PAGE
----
Prince Philip, Duke of Edinburgh, who has died at the age of 99, was the longest-lived consort of a British monarch who in her turn is the United Kingdom’s longest serving sovereign.
It was a marriage of opposites – one a shy, introverted woman with a sheltered upbringing, while the other an outgoing, brusque man with a nomadic early life – but both The Queen and Prince Philip had a strong sense of duty and sought stability.
Marriage to Princess Elizabeth gave Philip the first real domestic life he had ever enjoyed. He in turn gave her total loyalty, pledging at her Coronation in 1953 to be her “liege man of life and limb”, as well as her trusted confidant and adviser. In a speech given to mark the couple’s Golden Wedding Anniversary in 1997 the Queen described her husband as: “Quite simply, my strength and stay all these years”, and revealed how “frequently we have discussed my intended speech beforehand and, as you will imagine, his views have been expressed in a forthright manner”.
Both of them had deep Christian beliefs and a strong sense of service. People who worked with Prince Philip have spoken of his “stickability” – retaining commitment to his wife, his family and his causes. As a man keenest on action while thought and prayer came after, Prince Philip involved himself in several major religious projects, creating St George’s House, part of St George’s Chapel, Windsor, initiating talks in inter-faith long before it became fashionable, and bringing together in one organisation his two major interests of the environment and religion.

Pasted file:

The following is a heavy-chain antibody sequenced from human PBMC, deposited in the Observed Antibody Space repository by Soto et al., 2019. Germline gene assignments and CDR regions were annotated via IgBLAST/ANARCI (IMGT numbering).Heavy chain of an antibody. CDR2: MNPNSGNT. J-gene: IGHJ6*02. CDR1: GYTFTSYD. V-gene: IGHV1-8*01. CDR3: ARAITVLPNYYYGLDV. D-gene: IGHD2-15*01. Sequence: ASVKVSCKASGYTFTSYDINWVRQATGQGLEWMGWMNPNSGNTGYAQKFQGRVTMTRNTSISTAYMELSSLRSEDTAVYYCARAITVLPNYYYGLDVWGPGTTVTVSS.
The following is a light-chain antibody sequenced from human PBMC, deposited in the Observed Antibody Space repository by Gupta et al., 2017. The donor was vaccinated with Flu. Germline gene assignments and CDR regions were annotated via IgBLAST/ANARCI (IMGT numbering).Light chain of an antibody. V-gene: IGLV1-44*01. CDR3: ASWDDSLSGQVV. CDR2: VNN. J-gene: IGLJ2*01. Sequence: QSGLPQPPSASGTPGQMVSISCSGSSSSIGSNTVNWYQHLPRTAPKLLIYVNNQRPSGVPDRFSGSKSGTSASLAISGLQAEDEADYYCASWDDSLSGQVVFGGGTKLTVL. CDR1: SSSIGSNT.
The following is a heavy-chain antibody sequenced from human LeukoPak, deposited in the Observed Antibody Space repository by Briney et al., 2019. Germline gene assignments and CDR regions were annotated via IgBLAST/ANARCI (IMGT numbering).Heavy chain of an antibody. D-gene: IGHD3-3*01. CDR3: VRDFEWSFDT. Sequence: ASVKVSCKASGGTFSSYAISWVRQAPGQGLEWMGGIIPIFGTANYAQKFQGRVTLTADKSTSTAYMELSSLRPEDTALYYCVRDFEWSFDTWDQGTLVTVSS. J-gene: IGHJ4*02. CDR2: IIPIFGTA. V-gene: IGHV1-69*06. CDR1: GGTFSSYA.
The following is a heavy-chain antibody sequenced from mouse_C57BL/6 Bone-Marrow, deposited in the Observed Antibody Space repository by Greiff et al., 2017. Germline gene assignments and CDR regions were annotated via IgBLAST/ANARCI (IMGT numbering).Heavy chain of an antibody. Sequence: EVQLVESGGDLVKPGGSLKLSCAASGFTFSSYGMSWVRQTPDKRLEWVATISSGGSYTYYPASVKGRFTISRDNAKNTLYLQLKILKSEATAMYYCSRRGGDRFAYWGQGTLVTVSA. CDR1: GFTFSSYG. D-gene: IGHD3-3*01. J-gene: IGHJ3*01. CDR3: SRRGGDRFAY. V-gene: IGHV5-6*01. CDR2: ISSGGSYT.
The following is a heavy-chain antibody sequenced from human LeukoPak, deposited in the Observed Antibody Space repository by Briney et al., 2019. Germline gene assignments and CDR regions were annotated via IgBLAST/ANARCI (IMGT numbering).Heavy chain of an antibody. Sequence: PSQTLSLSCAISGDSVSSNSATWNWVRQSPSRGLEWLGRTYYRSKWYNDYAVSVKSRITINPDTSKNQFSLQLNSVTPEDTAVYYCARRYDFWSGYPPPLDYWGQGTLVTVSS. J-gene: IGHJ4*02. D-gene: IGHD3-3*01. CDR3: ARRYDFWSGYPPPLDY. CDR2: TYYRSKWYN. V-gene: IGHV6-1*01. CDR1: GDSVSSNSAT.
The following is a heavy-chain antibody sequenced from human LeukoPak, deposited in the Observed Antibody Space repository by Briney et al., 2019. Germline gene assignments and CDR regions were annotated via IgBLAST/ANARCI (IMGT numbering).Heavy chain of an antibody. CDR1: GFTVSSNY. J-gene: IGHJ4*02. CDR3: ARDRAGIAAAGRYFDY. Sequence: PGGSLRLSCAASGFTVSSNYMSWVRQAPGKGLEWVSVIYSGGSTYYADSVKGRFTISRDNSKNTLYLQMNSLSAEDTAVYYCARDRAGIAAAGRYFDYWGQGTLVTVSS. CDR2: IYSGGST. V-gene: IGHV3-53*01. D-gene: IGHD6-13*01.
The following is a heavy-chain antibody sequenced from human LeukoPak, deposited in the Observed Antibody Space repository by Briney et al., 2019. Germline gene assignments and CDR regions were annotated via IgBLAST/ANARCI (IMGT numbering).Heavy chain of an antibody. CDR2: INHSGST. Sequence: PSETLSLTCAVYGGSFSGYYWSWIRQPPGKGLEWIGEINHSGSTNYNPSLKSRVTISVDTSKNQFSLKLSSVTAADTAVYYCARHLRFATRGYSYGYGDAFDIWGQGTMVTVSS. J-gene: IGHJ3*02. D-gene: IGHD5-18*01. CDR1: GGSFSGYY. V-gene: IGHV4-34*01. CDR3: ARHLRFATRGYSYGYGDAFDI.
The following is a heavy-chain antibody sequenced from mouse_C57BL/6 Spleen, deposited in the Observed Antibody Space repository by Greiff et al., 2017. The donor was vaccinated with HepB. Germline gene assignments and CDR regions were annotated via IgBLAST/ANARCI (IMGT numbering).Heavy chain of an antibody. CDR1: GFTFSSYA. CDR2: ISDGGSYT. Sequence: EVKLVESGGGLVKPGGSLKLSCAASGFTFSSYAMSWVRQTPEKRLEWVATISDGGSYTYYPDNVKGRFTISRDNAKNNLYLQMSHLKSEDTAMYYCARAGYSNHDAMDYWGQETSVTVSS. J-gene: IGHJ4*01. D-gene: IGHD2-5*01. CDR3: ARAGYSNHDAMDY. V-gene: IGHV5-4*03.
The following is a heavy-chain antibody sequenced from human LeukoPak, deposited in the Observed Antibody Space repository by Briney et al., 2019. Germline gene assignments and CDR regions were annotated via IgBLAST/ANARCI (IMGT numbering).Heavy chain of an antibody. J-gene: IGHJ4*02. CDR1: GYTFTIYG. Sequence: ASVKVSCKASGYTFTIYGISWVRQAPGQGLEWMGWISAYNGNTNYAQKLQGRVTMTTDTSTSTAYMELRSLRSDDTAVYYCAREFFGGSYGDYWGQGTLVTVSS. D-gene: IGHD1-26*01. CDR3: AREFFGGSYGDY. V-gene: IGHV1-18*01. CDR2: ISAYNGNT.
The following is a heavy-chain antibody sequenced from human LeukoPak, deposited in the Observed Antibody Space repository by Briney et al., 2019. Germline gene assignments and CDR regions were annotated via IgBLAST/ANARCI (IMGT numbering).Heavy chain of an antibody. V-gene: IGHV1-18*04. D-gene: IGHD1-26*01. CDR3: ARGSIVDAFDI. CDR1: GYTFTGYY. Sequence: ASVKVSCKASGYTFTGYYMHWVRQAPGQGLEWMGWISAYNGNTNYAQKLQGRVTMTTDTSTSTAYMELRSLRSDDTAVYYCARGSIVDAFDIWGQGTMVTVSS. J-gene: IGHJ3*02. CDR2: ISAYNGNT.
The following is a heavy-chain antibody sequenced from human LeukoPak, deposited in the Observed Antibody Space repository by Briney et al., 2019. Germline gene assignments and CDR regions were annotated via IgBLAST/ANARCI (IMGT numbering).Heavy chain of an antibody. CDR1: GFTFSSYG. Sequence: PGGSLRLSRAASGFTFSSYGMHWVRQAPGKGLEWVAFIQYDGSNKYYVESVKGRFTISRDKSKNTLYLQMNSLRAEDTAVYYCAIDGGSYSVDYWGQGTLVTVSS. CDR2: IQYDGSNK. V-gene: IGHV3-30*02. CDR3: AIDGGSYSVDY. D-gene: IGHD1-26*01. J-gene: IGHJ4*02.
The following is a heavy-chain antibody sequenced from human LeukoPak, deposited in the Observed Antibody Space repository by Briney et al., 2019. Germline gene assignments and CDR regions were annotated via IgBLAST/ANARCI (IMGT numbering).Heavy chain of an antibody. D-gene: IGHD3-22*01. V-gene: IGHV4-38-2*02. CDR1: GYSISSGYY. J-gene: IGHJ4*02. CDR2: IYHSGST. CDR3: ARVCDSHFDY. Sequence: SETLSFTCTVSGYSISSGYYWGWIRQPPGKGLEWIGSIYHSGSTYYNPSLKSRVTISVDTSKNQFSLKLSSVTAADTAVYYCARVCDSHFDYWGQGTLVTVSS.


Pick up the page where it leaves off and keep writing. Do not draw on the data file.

Prince Philip was born on the island of Corfu on 10 June 1921, the only son and fifth child of Prince Andrew of Greece and Princess Alice of Battenberg. He was baptised into the Greek Orthodox Church. There were other links with Orthodoxy: his mother’s aunt, Elizabeth, married into the Russian royal family and after dying during the Revolution, she was considered a saint by the Russian Orthodox Church.
When Germany invaded Greece in the Second World War, Princess Alice, who was always deeply religious, risked her life to help Greek Jews. Her name is listed among the “Righteous Gentiles”, those recognised by the Israeli government as heroic in helping Jews escape annihilation. She became an Orthodox nun, and when the Greek royal family was expelled from Athens in the military coup of 1967, Prince Philip brought her to London where she moved in to Buckingham Palace and created a private chapel for herself. She is buried alongside her aunt Elizabeth on the Mount of Olives.
Philip joined the Royal Navy in 1939. Soon after he met the Queen, when, as Princess Elizabeth, she visited the Royal Naval College, Dartmouth. Philip was received into the Church of England in October 1947. A month later, Philip, by then the Duke of Edinburgh and with the title of His Royal Highness, married Princess Elizabeth in Westminster Abbey. The marriage to Elizabeth produced four children – Charles, Anne, Andrew and Edward – and eventually, eight grandchildren and ten great-grandchildren.
The difficulty for Prince Philip was that there was no prescribed role for him as consort, other than securing the line of succession through his children and supporting his wife. However, for more than 60 years he played a prominent role in British public life, from chairing the committee charged with the Coronation in 1953, to creating the Duke of Edinburgh Award scheme for young people to serving the World Wildlife Fund as UK President 1961-82, President of WWF International 1981-96 and there after as President Emeritus. He retired from public life in 2017, spending much of his time at Wood Farm on the Sandringham Estate until 2020 when he joined the Queen at Windsor Castle for a Covid-secure lockdown.